Visa has had a long-standing presence in Ethiopia, with Ethiopian banks relying on the payment giant to issue debit cards. However, Visa has even greater ambitions for its role in Ethiopia. The company’s leadership team has been visiting the country, and the Ethiopian chapter of its global fintech competition is tagged as a “special edition.”
Recently, Visa appointed Yared Endale as the new Country Lead for Ethiopia. Before taking on this new role, Yared held the position of Senior Director of Digital Financial Services and Digital Transformation at the Cooperative Bank of Oromia.
Yared sat with Shega’s editor-in-Chief Kaleab Girma for his first interview since taking office in which he shared Visa’s past achievements, ongoing initiatives, and exciting new ventures in Ethiopia.
Visa envisions to become actively involved in the local payment landscape and expand its presence beyond a mere representative office. At the same time, Visa emphasizes that it does not view itself as a direct competitor to local startups and states that local fintech startups are better equipped to address and resolve local problems.
Shega: Can you provide an overview of your role as Visa Country Manager for Ethiopia? What are your key responsibilities and objectives in this position?
Yared: As the Visa Country Manager, I am tasked with leading the development of strategic planning in Ethiopia. Some of the fundamental questions to address within the scope of strategic planning are related to how Visa intends to operate in Ethiopia, what contributions Visa will make to the Ethiopian market, and the identification of key stakeholders along with the necessary steps for their support.
The second role of a Visa Country Manager involves business development and relationship management. It is crucial to foster the development of new partnerships with entities such as banks and fintechs while also upholding existing relationships.
Another significant task I am responsible for is the revenue generated by Visa in Ethiopia. A fundamental aspect of any successful business is its financial robustness and sustainability. Visa must prioritize its own financial stability while also considering methods to enhance revenue, both for itself and its partners. If a partner financial institution is not in a position to generate revenues from the partnership with us, the cost-benefit analysis will not be considered valuable to move forward. So, we might need to support them.
With all factors considered, I bear the responsibility for Visa’s business operations in Ethiopia. This encompasses monitoring metrics such as payment volume facilitated through Visanet, the number of merchants successfully onboarded, the extent of individuals adopting the Visa brand, as well as our involvement within global communities and related domains. These aspects collectively contribute to a core objective of ours: promoting acceptance, wherein customers seamlessly embrace Visa for their transactions, obviating the requirement for physical currency.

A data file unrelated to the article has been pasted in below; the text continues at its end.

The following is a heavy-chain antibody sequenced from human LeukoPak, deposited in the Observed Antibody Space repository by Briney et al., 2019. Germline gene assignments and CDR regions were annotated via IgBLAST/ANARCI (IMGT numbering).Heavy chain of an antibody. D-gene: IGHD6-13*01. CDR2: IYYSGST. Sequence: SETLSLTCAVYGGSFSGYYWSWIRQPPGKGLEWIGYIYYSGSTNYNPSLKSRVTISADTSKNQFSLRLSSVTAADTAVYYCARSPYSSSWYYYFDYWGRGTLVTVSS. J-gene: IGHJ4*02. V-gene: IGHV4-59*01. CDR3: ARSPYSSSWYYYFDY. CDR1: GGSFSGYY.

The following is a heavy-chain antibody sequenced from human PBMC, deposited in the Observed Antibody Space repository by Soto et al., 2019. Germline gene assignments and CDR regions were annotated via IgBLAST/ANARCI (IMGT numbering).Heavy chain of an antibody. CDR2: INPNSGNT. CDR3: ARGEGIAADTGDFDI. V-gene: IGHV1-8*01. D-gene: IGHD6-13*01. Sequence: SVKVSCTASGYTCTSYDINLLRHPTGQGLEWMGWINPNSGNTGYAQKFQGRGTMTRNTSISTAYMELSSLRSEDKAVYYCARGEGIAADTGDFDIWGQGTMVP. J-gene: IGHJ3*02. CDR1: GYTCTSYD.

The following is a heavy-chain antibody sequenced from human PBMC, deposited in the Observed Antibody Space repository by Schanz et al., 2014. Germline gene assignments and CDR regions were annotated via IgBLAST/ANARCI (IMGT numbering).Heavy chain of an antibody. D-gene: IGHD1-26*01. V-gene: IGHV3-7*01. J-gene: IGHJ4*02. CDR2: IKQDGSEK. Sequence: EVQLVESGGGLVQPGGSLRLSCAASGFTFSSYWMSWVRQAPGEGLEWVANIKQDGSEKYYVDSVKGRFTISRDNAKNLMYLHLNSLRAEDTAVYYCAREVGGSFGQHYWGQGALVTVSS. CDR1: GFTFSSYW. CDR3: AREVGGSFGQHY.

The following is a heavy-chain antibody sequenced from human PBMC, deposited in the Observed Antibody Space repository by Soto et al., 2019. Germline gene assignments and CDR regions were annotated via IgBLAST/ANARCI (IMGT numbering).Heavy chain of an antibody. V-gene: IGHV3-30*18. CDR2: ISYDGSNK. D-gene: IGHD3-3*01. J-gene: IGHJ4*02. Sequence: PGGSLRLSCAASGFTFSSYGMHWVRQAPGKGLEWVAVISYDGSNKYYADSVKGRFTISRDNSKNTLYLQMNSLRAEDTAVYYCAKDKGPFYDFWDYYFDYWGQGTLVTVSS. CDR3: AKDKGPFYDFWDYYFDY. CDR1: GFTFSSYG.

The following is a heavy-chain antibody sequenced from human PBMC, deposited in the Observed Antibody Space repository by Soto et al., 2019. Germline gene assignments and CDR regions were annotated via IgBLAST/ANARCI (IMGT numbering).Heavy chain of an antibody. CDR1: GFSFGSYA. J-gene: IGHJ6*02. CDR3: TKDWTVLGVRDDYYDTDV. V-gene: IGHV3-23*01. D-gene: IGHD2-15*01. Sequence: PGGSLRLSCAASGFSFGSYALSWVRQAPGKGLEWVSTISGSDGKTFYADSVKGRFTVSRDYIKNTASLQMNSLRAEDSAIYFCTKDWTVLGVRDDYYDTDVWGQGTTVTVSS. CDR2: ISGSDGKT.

With its entry into the Ethiopian market, Visa brought along a wealth of experience spanning over 60 years. This expertise encompasses digital transaction practices renowned for their precision and security. Hence, our aim is to expand the issuance of cards, also referred to as credentials in industry, within the country.
Lastly, I am also responsible for public relations and maintaining the security, health, and safety of my staff.
Shega: Visa has played a significant role in promoting global financial inclusion. However, it wasn’t until 2020 that Visa established its representative office in Addis Ababa. Some might consider this entry to be relatively late. Do you agree with the assessment?
Yared: Visa conducts robust operations across Africa. Ethiopia’s local office finds itself among the ten Visa offices present in Africa. Visa is making strides to establish a strong presence in Africa as a whole, with a particular focus on Ethiopia, the second-most populous country on the continent. This demographic factor played a pivotal role in Visa’s decision to open a local office in Ethiopia.
Since the launch, our engagement has yielded notable progress and success stories. For instance, within just one year of opening our offices, we hosted the inaugural Visa Ethiopia Digital Payment Forum. This event featured longstanding partners in Ethiopia, such as banks, and facilitated a better understanding of market interests while paving the way for the introduction of market-based products and services.
As of now, Visa serves eleven banks in Ethiopia, including the Commercial Bank of Ethiopia, Dashen Bank, and the Bank of Abyssinia. Furthermore, we have expanded our services to include value-added offerings like enabling e-commerce. This allows individuals from abroad to purchase services and products using cards without physically being present in the country.